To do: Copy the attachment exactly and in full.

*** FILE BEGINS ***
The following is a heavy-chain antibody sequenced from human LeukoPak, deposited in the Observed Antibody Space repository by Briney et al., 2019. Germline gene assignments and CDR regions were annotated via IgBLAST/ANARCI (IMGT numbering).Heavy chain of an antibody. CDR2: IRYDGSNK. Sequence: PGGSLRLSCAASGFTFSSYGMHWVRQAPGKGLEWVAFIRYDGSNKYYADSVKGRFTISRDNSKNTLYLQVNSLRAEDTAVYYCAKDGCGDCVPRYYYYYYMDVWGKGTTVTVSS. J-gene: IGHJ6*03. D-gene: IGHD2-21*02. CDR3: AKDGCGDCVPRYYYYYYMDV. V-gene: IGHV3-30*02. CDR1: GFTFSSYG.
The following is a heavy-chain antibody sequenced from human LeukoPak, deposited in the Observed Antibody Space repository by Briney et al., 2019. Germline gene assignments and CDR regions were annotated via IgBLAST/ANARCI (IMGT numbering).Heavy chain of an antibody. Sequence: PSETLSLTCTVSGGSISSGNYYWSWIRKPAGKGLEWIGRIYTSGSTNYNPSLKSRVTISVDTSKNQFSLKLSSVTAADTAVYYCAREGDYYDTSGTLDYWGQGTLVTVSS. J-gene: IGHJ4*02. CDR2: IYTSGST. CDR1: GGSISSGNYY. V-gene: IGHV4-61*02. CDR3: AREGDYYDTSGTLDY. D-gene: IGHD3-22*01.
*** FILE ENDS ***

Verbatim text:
The following is a heavy-chain antibody sequenced from human LeukoPak, deposited in the Observed Antibody Space repository by Briney et al., 2019. Germline gene assignments and CDR regions were annotated via IgBLAST/ANARCI (IMGT numbering).Heavy chain of an antibody. CDR2: IRYDGSNK. Sequence: PGGSLRLSCAASGFTFSSYGMHWVRQAPGKGLEWVAFIRYDGSNKYYADSVKGRFTISRDNSKNTLYLQVNSLRAEDTAVYYCAKDGCGDCVPRYYYYYYMDVWGKGTTVTVSS. J-gene: IGHJ6*03. D-gene: IGHD2-21*02. CDR3: AKDGCGDCVPRYYYYYYMDV. V-gene: IGHV3-30*02. CDR1: GFTFSSYG.
The following is a heavy-chain antibody sequenced from human LeukoPak, deposited in the Observed Antibody Space repository by Briney et al., 2019. Germline gene assignments and CDR regions were annotated via IgBLAST/ANARCI (IMGT numbering).Heavy chain of an antibody. Sequence: PSETLSLTCTVSGGSISSGNYYWSWIRKPAGKGLEWIGRIYTSGSTNYNPSLKSRVTISVDTSKNQFSLKLSSVTAADTAVYYCAREGDYYDTSGTLDYWGQGTLVTVSS. J-gene: IGHJ4*02. CDR2: IYTSGST. CDR1: GGSISSGNYY. V-gene: IGHV4-61*02. CDR3: AREGDYYDTSGTLDY. D-gene: IGHD3-22*01.